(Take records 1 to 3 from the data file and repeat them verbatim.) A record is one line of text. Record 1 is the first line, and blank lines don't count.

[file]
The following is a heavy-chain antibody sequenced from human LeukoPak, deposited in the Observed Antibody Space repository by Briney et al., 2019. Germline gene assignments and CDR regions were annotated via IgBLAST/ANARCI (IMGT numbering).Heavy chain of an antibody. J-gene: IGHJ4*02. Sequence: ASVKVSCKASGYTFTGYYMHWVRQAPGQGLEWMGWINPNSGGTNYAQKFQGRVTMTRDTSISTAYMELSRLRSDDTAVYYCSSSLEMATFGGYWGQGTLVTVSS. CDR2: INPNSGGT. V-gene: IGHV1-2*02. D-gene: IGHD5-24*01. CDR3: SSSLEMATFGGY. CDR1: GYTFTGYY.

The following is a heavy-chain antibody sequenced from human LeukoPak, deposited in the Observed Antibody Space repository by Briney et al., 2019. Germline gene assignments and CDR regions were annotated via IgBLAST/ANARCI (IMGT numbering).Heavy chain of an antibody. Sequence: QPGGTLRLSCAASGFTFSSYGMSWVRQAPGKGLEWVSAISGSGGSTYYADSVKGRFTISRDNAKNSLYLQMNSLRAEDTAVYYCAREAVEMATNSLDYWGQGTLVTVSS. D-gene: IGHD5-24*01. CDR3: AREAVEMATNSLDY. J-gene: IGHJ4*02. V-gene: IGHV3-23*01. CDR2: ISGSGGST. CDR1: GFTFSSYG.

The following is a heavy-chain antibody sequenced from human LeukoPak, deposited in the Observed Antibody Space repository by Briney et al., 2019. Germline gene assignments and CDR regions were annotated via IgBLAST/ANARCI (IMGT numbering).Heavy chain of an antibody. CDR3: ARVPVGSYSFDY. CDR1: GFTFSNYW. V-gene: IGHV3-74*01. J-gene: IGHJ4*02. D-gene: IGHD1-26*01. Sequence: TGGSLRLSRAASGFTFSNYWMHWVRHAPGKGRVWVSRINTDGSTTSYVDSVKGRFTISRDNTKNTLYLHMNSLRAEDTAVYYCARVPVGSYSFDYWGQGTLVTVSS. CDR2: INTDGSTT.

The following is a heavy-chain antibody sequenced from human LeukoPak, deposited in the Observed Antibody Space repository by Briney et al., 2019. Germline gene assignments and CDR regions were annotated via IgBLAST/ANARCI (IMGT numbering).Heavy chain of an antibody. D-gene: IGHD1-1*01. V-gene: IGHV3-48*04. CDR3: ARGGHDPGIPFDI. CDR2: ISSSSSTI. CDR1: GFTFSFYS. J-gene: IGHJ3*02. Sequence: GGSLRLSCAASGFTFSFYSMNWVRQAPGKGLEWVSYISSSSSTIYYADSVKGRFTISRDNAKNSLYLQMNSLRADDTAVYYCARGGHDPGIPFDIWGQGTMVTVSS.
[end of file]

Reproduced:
The following is a heavy-chain antibody sequenced from human LeukoPak, deposited in the Observed Antibody Space repository by Briney et al., 2019. Germline gene assignments and CDR regions were annotated via IgBLAST/ANARCI (IMGT numbering).Heavy chain of an antibody. J-gene: IGHJ4*02. Sequence: ASVKVSCKASGYTFTGYYMHWVRQAPGQGLEWMGWINPNSGGTNYAQKFQGRVTMTRDTSISTAYMELSRLRSDDTAVYYCSSSLEMATFGGYWGQGTLVTVSS. CDR2: INPNSGGT. V-gene: IGHV1-2*02. D-gene: IGHD5-24*01. CDR3: SSSLEMATFGGY. CDR1: GYTFTGYY.

The following is a heavy-chain antibody sequenced from human LeukoPak, deposited in the Observed Antibody Space repository by Briney et al., 2019. Germline gene assignments and CDR regions were annotated via IgBLAST/ANARCI (IMGT numbering).Heavy chain of an antibody. Sequence: QPGGTLRLSCAASGFTFSSYGMSWVRQAPGKGLEWVSAISGSGGSTYYADSVKGRFTISRDNAKNSLYLQMNSLRAEDTAVYYCAREAVEMATNSLDYWGQGTLVTVSS. D-gene: IGHD5-24*01. CDR3: AREAVEMATNSLDY. J-gene: IGHJ4*02. V-gene: IGHV3-23*01. CDR2: ISGSGGST. CDR1: GFTFSSYG.

The following is a heavy-chain antibody sequenced from human LeukoPak, deposited in the Observed Antibody Space repository by Briney et al., 2019. Germline gene assignments and CDR regions were annotated via IgBLAST/ANARCI (IMGT numbering).Heavy chain of an antibody. CDR3: ARVPVGSYSFDY. CDR1: GFTFSNYW. V-gene: IGHV3-74*01. J-gene: IGHJ4*02. D-gene: IGHD1-26*01. Sequence: TGGSLRLSRAASGFTFSNYWMHWVRHAPGKGRVWVSRINTDGSTTSYVDSVKGRFTISRDNTKNTLYLHMNSLRAEDTAVYYCARVPVGSYSFDYWGQGTLVTVSS. CDR2: INTDGSTT.